Sayuki Geisha, the First Western Geisha Quits

Coming to Japan at the age of 15 on a school exchange programme,  in 2007, Australian anthropologist Fiona Graham began a new career as “Sayuki the geisha“.
Graham, the Sayuki Geisha of Asakusa, formally debuted as a geisha in the Asakusa District of Tokyo, after completing the normal preparation of around one year. She claims to be the first western geisha in Japanese history. Graham is taking lessons in several arts, but her main art is yokobue (Japanese bamboo flute). Her achievement of geisha status was praised in the Western media. She was even featured on Oprah.
Now, only a few years later, her geisha career has come to an end. Graham has left the Asakusa Geisha Association – either because she quit or because she was kicked out. Graham apparently did not follow the rules of the Association. She thought her single year of training was enough, despite being told by her elders that she needed to continue taking lessons. The situation got so bad that they stopped considering her a geisha and requested that she quit.
Graham stated that the Asakusa Geisha Association had rejected her request to operate independently from December 2010 after the "mother" of her geisha house fell ill. She would however continue to operate as a geisha despite the refusal, possibly in a different geisha district.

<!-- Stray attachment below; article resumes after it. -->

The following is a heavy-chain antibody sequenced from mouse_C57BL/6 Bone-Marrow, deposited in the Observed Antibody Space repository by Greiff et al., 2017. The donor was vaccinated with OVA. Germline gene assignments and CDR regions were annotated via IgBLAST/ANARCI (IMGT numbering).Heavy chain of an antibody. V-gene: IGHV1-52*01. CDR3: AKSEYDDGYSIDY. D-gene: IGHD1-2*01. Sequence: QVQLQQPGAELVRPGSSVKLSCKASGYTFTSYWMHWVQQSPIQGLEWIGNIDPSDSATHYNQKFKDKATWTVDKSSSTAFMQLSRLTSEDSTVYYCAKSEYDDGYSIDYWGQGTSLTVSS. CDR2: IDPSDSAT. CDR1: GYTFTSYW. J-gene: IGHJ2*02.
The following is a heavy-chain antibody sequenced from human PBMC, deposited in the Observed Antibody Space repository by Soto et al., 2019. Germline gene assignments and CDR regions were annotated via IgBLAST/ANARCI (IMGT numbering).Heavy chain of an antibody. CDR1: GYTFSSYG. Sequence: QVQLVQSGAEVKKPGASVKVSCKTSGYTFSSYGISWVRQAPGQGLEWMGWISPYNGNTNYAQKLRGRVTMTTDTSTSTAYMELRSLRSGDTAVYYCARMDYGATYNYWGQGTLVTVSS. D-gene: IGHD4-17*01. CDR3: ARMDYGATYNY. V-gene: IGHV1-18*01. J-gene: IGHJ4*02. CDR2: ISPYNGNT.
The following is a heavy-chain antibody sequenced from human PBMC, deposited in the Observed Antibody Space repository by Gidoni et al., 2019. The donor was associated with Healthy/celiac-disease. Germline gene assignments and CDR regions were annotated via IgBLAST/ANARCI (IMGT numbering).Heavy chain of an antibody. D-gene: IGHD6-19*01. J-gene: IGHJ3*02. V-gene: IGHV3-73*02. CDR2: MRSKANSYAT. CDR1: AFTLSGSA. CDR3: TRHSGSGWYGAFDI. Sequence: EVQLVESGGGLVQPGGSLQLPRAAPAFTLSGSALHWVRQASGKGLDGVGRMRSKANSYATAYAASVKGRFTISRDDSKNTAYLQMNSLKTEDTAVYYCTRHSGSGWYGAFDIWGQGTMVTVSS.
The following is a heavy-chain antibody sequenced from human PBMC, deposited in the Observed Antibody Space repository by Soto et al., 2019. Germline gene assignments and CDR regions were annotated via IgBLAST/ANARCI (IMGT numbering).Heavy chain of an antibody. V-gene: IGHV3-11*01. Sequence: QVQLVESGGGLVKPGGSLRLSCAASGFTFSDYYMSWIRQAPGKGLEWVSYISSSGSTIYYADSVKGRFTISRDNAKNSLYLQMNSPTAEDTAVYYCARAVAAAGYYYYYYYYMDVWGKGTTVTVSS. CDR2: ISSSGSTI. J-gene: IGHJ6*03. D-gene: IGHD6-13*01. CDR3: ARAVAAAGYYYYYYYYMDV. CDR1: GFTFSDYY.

1. Sayuki is still working as a geisha in Tokyo. She was not allowed to have her own geisha house although Asakusa rules allow that after four years. Sayuki trained for a year before debuting and then spent nearly four years as a geisha.
    There are heaps of articles about Sayuki but I have only seen one that said she didn't follow rules. I can't imagine that any real geisha would talk to an English paper about another geisha. The lesson part of it doesn't seem true either. Sayuki said in one interview that her flute teacher had sent her to separate lessons so she could apply for the best music university in Japan.

  2. Easily, the article is really the freshest on this deserving topic.